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Photo taken during the largest amphibious landing since the end of World War II, Inchon harbor, Korea, 15 September 1950.
Korean War in Color: A Correspondent's Retrospective on a Forgotten War
by John Rich (Author), Lee Jin-hyuk (Editor). 248 pages (May 10, 2010) Seoul Selection. John Rich was a war correspondent in Korea for three years from 1950 to 1953. His photographs were undiscovered for decades, but are now available in this volume. Wide ranging subject matter of the Korean War, usually only seen in B&W.
Inch'on 1950: The Last Great Amphibious Assault
by Gordon Rottman. Osprey Publishing (April 2006). The 15 September 1950 Inchon Landing was a brilliant move by General Douglas MacArthur to recover the initiative in Korea. It worked despite hasty preparation and many problems. Inchon has entered the history of warfare as the last of its kind.
by Martin Russ. (April 1999). Gripping narrative of the Chosin Reservoir campaign in Korea, 1950. In this series of battles, 12,000 men of the 1st Marine Division held off bitter cold and 60,000 Chinese regulars under logistically impossible conditions. The author, who earned a Purple Heart
during his service with the Marines in Korea, uses the personal accounts
of eyewitnesses to convey what it felt like to be there. It was ugly,
it was horrible -- it was one of the finest examples of the bravery and
fighting spirit which are at the core of the USMC.
I Remember Korea
by Linda Granfield. 136 pages. (November 2003). A collection of 31 reminiscences and two poems to introduce readers to the "forgotten" conflict in Korea. Noted author Russell Freedman, a Korean War veteran, recounts his own experiences in the foreword. Granfield divides the oral histories into four thematic chapters that offer insights into the fear and courage demonstrated on the battlefield, the food and recreation opportunities for the troops, the war's impact on both Allied and Korean families, and the lasting effect on those who fought in this war. The readings describe incredible bravery and sacrifice, humorous incidents, and the tragedies of lost lives and missed opportunities.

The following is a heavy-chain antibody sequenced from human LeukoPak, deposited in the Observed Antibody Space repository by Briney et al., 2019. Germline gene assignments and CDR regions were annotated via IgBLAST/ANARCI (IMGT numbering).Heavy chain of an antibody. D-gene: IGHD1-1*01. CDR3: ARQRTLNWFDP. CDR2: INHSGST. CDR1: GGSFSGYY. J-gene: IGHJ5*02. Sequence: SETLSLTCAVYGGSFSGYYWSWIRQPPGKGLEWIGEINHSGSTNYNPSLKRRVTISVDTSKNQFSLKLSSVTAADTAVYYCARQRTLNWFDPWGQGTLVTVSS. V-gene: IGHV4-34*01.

Colder Than Hell
by Joseph R. Owen. 304 pages. (October 1997). The morning of December 8, 1950, found Marine lieutenant Owen, along with the rifle company he led, fighting his way through "blood-splotched snow" with the temperature at 25 degrees below zero, the beginning of another day in North Korea. Owen's dramatic account of that morning begins this close-focus combat memoir. Rifle company Baker-One-Seven, Owen tells us, "functioned at a primal level: they ate, slept, and fought, and they tried to get warm." What Owen presents here is an extraordinarily detailed and realistic account of combat at the level of individual soldiers and small units, covering the role of infantrymen in war, the dangers they are exposed to, the relations that form among them, what keeps them going, their ingenuity and their daring. By offering an extended look at deadly combat taking place on snow-covered mountainous terrain in bone-jarring cold, Owen highlights the hardships and tactics characteristic of the war in Korea. Photos; maps.